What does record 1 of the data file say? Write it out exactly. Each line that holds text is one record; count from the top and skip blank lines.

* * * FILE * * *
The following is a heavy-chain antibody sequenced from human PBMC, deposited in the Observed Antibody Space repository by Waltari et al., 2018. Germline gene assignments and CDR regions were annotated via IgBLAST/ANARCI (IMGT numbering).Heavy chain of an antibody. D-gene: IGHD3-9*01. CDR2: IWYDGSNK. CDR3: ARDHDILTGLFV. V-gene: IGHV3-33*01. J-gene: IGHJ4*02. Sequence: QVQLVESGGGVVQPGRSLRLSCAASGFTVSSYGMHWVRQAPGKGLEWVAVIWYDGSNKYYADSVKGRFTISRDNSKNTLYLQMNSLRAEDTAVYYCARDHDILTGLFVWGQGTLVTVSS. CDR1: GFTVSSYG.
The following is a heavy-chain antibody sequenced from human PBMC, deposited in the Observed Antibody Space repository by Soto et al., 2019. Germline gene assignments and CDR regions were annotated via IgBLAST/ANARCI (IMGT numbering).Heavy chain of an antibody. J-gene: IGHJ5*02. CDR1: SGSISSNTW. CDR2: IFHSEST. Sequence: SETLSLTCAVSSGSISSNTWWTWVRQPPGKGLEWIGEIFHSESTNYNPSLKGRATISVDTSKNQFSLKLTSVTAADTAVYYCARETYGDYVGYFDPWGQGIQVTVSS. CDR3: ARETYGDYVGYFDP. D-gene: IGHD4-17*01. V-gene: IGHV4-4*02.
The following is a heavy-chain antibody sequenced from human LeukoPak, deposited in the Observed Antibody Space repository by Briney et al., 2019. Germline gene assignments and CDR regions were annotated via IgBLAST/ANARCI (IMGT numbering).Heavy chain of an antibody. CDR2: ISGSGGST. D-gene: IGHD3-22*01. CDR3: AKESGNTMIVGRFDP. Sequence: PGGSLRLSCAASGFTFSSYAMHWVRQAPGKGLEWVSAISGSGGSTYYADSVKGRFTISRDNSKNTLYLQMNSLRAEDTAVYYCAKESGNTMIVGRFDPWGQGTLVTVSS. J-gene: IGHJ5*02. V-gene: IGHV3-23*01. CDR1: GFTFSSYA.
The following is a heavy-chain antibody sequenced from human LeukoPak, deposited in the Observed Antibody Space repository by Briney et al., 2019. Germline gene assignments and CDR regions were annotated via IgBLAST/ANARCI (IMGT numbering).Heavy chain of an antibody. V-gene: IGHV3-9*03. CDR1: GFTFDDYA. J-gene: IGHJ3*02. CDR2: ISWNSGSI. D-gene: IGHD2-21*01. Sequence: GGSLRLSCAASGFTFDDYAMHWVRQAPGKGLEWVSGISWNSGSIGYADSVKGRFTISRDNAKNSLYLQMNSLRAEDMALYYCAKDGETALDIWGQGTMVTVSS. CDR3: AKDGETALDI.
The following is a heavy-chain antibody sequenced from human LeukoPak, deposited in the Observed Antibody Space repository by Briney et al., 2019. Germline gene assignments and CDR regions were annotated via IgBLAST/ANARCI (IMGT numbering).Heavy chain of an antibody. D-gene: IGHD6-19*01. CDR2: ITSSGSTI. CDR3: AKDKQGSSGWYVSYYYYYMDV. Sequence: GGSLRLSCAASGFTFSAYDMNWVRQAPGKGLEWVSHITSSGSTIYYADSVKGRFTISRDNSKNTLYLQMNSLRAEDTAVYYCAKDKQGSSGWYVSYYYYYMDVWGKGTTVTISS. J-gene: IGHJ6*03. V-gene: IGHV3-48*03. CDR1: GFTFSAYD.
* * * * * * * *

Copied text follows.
The following is a heavy-chain antibody sequenced from human PBMC, deposited in the Observed Antibody Space repository by Waltari et al., 2018. Germline gene assignments and CDR regions were annotated via IgBLAST/ANARCI (IMGT numbering).Heavy chain of an antibody. D-gene: IGHD3-9*01. CDR2: IWYDGSNK. CDR3: ARDHDILTGLFV. V-gene: IGHV3-33*01. J-gene: IGHJ4*02. Sequence: QVQLVESGGGVVQPGRSLRLSCAASGFTVSSYGMHWVRQAPGKGLEWVAVIWYDGSNKYYADSVKGRFTISRDNSKNTLYLQMNSLRAEDTAVYYCARDHDILTGLFVWGQGTLVTVSS. CDR1: GFTVSSYG.